Popalik for a Poor Orphan

We do not cook on Shabbos. Food must be ready before sundown on Friday, and nothing could be cooked or even reheated until after sundown on Saturday. Yet the tradition demands hot food to be served both on Friday night and on Saturday afternoon. Friday night is relatively easy as you finish cooking or heating things up right before lighting Shabbos candles, and hot dinner is ready to be served. But how do you keep it hot for Saturday afternoon?

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In a “kleine shteitl” (little Eastern European villages within the Pale of Settlement), poor families could not afford their own brick ovens – and most of them were extremely poor. There was one huge communal oven where most women would put their clay pots with chaulent (traditional Shabbos meat stew) on Friday afternoon, to be picked up and carried home after Shabbos morning services. As most clay pots looked the same, to distinguish their own delicious chaulent from their neighbors’ (“What does SHE know from cooking?”), they would mix a bit of flour with water into a thin flat cake, seal the pot and scribble a letter or a symbol on it. Since those flat cakes, imbued with the flavors of the stew, were undisputed kids’ favorites, mothers also made some extras and stuck them to the walls of the oven. Those were called popalik.  Children used to fight for them, so smart mothers made sure that each one enjoyed his or her own popalik, to dip into their own bowls of hot chaulent.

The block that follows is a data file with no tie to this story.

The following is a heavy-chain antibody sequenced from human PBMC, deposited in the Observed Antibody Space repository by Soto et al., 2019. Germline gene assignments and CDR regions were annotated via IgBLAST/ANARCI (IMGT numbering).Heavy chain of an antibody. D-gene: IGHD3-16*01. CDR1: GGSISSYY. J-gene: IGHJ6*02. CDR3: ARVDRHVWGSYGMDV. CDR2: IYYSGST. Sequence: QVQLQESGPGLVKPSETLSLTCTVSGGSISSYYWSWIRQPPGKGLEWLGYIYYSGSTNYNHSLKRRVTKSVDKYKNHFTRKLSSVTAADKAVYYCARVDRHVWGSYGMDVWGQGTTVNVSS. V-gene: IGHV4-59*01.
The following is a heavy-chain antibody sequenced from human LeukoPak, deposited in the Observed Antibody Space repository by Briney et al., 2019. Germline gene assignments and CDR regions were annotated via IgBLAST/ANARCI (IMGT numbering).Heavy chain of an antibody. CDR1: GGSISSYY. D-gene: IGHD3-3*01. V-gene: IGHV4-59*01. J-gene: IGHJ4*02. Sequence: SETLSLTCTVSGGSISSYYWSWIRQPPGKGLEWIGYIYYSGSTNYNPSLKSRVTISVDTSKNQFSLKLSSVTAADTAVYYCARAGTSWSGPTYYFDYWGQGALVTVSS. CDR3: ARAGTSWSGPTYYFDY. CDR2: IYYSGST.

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Once upon the time, a widower with one son married a widow who had eight children. For their first Shabbos together, she went out of her way to prepare the best meal their meager resources allowed. Anxiously rushing around, she forgot to count her new stepson and automatically made only eight popaliks, as she has always done. And as they have always done, her children grabbed a popalik each, as soon as the meal started.

“Oy-vavoy Moishele! – exclaimed the stepmother,- I forgot all about you! What should we do?”